Medical secretaries across the NHS could resort to industrial action as anger deepens over their continuing grading dispute.

Staff at Cumberland Infirmary in Carlisle have already voted 'overwhelmingly' in favour of a four-week campaign, culminating in a three-day strike.

And secretaries at Lanarkshire Acute trust and North Glasgow University Hospital trust have also agreed to hold a ballot on possible industrial action.

The unrest in Cumbria was due to start this week and would see secretaries refusing to answer phones, or to transfer patient notes between departments. The following three weeks will see one, two and three-day strikes respectively.

Unison's Cumbria regional secretary Peter Doyle said: 'The staff are determined not to let this drop'.

He said similar campaigns were being prepared by medical secretaries in south Cumbria and in Lancaster. The union claims the specialised work they are carrying out should be rewarded with improved grading. It is currently requesting that they should move from grade three to grade four.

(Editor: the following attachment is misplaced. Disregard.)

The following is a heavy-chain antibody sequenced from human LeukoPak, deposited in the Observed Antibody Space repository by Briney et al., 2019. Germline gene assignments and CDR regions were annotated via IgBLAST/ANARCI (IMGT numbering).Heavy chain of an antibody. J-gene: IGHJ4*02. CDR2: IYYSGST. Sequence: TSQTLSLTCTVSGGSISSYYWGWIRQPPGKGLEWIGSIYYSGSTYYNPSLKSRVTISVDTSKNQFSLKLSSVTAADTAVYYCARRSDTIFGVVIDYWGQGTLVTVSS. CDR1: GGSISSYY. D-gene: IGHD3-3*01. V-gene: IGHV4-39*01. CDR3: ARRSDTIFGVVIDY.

Ann Rhodes, chair of the British Society of Medical Secretaries, said: 'Industrial action will spread - there is no doubt about it - unless the issues are resolved by trusts across the country. There is a lot of frustration and anger around because there are people who are holding entire departments together, yet this has never been recognised in the career structure. '

Both Lanarkshire Acute trust and North Glasgow University Hospital trust have said their hands are tied when discussing pay and conditions because of Whitley Council terms and conditions, which are applied nationally in the NHS.

In a statement, North Glasgow University Hospital trust said: 'We are aware of the concerns of a number of medical secretaries around the grade of their post and we have given an undertaking to consider these grievances on an individual basis. '

Appeal panels would be set up which would take a maximum of eight weeks to make decisions.

Lanarkshire Acute trust also said systems were in place for staff members to discuss their grading and pay on an individual basis. But a spokesman said it was yet to receive any formal notification from Unison about the planned ballot on industrial action.

Jim Devine from Unison Scotland said that the issue should be resolved on a national level by the Scottish Parliament.

'These staff are the forgotten army of the NHS, ' he said. 'They provide a crucial service without which the NHS would collapse. '